Mutilation of Jérôme Rodrigues: the revelations of the policemen body cameras
In January 2019, during the Act XI of the Yellow vests protests, Jérôme Rodrigues’ eye was mutilated by the explosion of a de-encirclement grenade. INDEX obtained access to hundreds of hours of exclusive video footage and documents, which we analysed to produce a detailed reconstruction of the circumstances of the incident. Using videos recorded by the police bodycams, our investigation offers an unprecedented dive into the workings and dysfunctions of French-style crowd control.
|Date of incident||26.01.2019|
|Location||Paris (75), France|
|Keywords||Maintien de l’ordre|
January 26, 2019, around 4:30 p.m. The situation is tense on the Place de la Bastille in Paris: the Act XI of the Yellow vests is underway, clashes have broken out between police and demonstrators. From his smartphone, Jérôme Rodrigues, 39, documents the demonstration by broadcasting a ‘live’ on his Facebook page, one of the movement’s most followed. He’s at the foot of the Colonne de Juillet, in the center of the square, when something suddenly exploses very close to him. The camera on his phone tilts then turns towards the sky, while continuing to stream its live feed: Jérôme Rodrigues is lying on the ground, hit in the eye by the pebble of a ‘grenade de désencerclement’, an anti-crowd de-encirclement grenade used by the French police. The injury will result in the permanent loss of his right eye.
Four years later, the case is still pending before the courts. However, the incident was filmed by dozens of cameras: those of the demonstrators and of the many journalists present on the scene, but also by urban video surveillance and by the body cameras worn by some of the police officers on the field that day. INDEX obtained access to all of these images and proceeded to cross-analyse them. After several months of investigation, we are now revealing a reconstruction of the incident which brings to light the precise circumstances of Jérôme Rodrigues’ mutilation.
A badly coordinated maneuver
On the afternoon of Saturday, January 26, 2019, the police are stationed around the entire perimeter of Place de la Bastille. They control the access and the exit of the demonstrators. In groups ranging from one dozen to several dozen officers, the police charge into the square, with the aim of arresting individuals. Certain groups of police officers are the target of projectiles thrown by demonstrators. The use of tear gas canisters is frequent. Surprised by the turn of events, many demonstrators showing no hostility towards the police are still present on the Place de la Bastille.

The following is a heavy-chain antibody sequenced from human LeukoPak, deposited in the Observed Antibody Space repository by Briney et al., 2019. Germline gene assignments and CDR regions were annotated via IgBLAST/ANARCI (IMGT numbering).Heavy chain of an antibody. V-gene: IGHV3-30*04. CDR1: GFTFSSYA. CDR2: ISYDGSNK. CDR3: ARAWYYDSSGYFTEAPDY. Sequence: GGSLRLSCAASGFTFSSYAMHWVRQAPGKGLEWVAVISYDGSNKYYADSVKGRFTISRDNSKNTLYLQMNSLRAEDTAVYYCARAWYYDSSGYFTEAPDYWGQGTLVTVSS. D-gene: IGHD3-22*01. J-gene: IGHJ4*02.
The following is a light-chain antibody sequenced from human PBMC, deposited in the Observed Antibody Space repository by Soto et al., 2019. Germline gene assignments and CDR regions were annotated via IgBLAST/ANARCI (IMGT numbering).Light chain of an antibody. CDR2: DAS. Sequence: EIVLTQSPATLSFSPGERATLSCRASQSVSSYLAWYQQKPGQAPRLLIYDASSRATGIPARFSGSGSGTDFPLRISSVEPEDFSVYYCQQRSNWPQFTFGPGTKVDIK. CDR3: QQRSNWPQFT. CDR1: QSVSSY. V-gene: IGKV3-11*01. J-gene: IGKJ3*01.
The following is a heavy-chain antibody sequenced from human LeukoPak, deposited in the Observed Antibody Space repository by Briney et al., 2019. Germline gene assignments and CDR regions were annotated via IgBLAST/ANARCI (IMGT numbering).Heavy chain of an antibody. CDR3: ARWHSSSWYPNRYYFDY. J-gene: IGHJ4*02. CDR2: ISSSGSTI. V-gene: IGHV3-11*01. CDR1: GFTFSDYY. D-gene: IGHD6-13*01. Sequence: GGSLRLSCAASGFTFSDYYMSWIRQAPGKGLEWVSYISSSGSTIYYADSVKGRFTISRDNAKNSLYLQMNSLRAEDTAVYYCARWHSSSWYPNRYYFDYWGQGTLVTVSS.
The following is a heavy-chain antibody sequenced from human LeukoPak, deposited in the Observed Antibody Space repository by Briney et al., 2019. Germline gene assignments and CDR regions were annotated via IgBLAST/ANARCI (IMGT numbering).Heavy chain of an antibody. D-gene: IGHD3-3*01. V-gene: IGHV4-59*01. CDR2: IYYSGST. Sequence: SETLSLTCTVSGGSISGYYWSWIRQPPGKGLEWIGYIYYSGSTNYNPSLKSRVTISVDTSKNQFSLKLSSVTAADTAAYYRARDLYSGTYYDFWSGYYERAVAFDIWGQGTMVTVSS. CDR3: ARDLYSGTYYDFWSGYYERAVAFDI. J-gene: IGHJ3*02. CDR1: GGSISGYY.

It is in this context that at 4:38 p.m., three police units – a squad from the Anti-Crime Brigade (BAC) and two from two different Security and Intervention Companies (CSI) – rush from the corner of the boulevard Bourdon towards the center of the square. The BAC agents had previously spotted a demonstrator who had allegedly thrown projectiles at the police and decided to arrest him. To cover their leap forward, they ask the CSI agents to follow them. In total, nearly fifty police officers are sent to the charge on the Place de la Bastille, with the apparent order to arrest a single individual.
«The different police units communicated very badly between them», subsequently declared Brice C., the police officer who threw the grenade which hit Jérôme Rodrigues, to the investigators of the IGPN, the French police institution charged with investigating its agents misbehaviour. «Everything didn’t go as planned», he explains: because of the heavy and cumbersome equipment they carry, the CSI police officers are unable to keep up with their colleagues from the BAC, in civilian clothes. «A mistake», summarizes in a hearing with the IGPN the brigadier-en-chef of the CSI Georges N., who recounts having stopped his agents in the middle of the square, just in front of the group of demonstrators amidst which was Jérôme Rodrigues.
A grenade thrown irregularly
The footage of the policemen body cameras provide essential elements in order to understand the events. One of these cameras in particular, carried by the CSI agent located immediately to the left of Brice C., recorded the entire police maneuver. The analysis of this video shows that, during his run, officer Brice C. preventively draws a de-encirclement grenade from his pocket: when he stops in the middle of the Place de la Bastille, he is already holding the grenade in hand.
De-encirclement grenades are weapons officially classified as ‘war weapons’. They contain eighteen rubber projectiles which, when they explode, are thrown in all directions at an initial speed of between 400 and 500 kilometers per hour. Anyone within a radius of fifteen meters from the grenade’s explosion point can be violently impacted by one or more projectiles. The operating instructions of the de-encirclement grenade specify that it must imperatively be thrown «at ground level», because of its dangerousness when it explodes.
The grenade throw performed by police officer Brice C. can be seen in three of the available videos. By triangulating the data from these videos, we were able to reconstruct the trajectory of the grenade in the 3D model. We found that the throw does not appear to be a regular one. The grenade is not thrown at ground level but takes a bell-shaped trajectory: it rises to more than a meter in height, bounces on the pavement, then explodes on the ground.